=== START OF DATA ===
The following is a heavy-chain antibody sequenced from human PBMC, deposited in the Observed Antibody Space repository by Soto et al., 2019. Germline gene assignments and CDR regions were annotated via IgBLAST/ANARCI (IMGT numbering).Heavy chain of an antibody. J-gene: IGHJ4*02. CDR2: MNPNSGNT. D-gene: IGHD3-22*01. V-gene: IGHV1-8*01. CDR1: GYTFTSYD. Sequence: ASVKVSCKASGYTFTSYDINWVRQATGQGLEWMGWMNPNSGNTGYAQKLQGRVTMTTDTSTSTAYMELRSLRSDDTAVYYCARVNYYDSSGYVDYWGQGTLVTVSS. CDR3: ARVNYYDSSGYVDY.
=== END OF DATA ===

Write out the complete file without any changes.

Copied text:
The following is a heavy-chain antibody sequenced from human PBMC, deposited in the Observed Antibody Space repository by Soto et al., 2019. Germline gene assignments and CDR regions were annotated via IgBLAST/ANARCI (IMGT numbering).Heavy chain of an antibody. J-gene: IGHJ4*02. CDR2: MNPNSGNT. D-gene: IGHD3-22*01. V-gene: IGHV1-8*01. CDR1: GYTFTSYD. Sequence: ASVKVSCKASGYTFTSYDINWVRQATGQGLEWMGWMNPNSGNTGYAQKLQGRVTMTTDTSTSTAYMELRSLRSDDTAVYYCARVNYYDSSGYVDYWGQGTLVTVSS. CDR3: ARVNYYDSSGYVDY.